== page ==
Following concomitant administration of a single dose of 500 mg of BOSULIF with six daily doses of 600 mg of rifampin in 24 healthy subjects, bosutinib exposure (Cmax and AUC in plasma) decreased to 14% (90%CI: [12.0, 16.0]) and to 6% (90%CI: [5.0, 7.0]), respectively, of the values when 500 mg of BOSULIF was administered alone in the fed state.

Proton Pump Inhibitors: Use caution when administering BOSULIF concomitantly with proton pump inhibitors (PPIs). Short-acting antacids should be considered as an alternative to PPIs, administration times of BOSULIF and antacids should be separated (e.g take BOSULIF in the morning, and antacids in the evening) whenever possible. BOSULIF displays pH-dependent aqueous solubility in vitro. When a single-oral dose of 400 mg of BOSULIF was co-administered with multiple-oral doses of 60 mg of lansoprazole (a PPI) in a study of 24 healthy fasting subjects, bosutinib Cmax and AUC decreased to 54% (90%CI: [42.0, 70.0]) and 74% (90%CI: [60.0, 90.0]), respectively, of the values seen when 400 mg of BOSULIF was given alone.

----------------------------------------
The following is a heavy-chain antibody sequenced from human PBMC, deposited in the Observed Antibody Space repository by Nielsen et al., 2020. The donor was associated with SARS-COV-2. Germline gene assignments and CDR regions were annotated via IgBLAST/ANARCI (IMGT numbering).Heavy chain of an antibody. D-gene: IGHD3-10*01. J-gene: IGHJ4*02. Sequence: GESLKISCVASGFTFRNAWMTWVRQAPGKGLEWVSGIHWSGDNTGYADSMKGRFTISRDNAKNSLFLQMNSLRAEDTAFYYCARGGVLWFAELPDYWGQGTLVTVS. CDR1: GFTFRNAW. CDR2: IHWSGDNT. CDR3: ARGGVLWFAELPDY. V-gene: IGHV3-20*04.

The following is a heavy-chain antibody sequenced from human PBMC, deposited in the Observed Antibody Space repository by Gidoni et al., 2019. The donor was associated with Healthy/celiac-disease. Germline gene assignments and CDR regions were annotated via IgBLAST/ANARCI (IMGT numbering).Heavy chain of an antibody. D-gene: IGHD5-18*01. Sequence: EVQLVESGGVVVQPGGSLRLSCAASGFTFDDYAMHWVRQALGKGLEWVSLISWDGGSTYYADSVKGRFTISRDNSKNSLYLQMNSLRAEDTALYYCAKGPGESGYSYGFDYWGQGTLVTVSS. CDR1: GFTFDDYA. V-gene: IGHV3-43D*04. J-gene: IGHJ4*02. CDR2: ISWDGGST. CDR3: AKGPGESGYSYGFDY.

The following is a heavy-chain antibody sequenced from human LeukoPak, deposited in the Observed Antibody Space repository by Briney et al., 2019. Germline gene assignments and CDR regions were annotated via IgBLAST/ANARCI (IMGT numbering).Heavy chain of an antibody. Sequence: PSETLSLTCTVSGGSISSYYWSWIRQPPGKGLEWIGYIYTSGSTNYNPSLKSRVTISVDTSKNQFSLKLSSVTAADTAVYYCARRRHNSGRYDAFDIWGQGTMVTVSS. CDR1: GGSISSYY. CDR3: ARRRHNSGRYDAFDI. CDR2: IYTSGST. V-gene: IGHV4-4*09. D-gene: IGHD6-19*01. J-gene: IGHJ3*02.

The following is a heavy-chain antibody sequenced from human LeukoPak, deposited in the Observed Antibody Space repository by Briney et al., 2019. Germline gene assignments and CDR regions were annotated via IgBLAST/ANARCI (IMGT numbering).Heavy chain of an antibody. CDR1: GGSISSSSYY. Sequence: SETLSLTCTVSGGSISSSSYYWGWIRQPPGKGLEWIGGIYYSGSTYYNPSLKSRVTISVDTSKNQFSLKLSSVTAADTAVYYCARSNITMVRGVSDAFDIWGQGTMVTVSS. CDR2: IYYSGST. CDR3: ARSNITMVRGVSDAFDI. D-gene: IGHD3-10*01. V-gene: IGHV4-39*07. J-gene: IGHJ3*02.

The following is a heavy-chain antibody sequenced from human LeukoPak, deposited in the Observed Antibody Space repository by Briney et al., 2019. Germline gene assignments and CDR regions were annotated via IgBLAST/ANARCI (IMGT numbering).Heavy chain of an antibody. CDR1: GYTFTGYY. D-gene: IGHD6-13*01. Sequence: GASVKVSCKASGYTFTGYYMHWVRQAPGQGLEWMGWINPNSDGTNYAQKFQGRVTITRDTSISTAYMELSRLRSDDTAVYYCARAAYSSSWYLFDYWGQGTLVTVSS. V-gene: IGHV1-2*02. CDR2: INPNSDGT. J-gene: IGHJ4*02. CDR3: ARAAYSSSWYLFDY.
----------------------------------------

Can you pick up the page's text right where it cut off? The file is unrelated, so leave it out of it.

Drugs That May Have Their Plasma Concentration Altered By Bosutinib

Substrates of CYP: An in vitro study indicates that clinical drug-drug interactions are unlikely to occur as a result of induction by BOSULIF on the metabolism of drugs that are substrates for CYP1A2, CYP2B6, CYP2C9, CYP2C19, and CYP3A4.

In vitro, bosutinib inhibited CYP2C19, CYP2D6, and CYP3A4/5 at concentrations that were 26- to 71-fold higher than the Cmax in humans at 500 mg once daily.

In vitro studies indicate that bosutinib has a low potential to inhibit breast cancer resistance protein (BCRP, systemically), organic anion transporting polypeptide (OATP)1B1, OATP1B3, organic anion transporter (OAT)1, OAT3, organic cation transporter (OCT)1, and OCT2 at clinically relevant concentrations, but may have the potential to inhibit BCRP in the gastrointestinal tract and OCT1.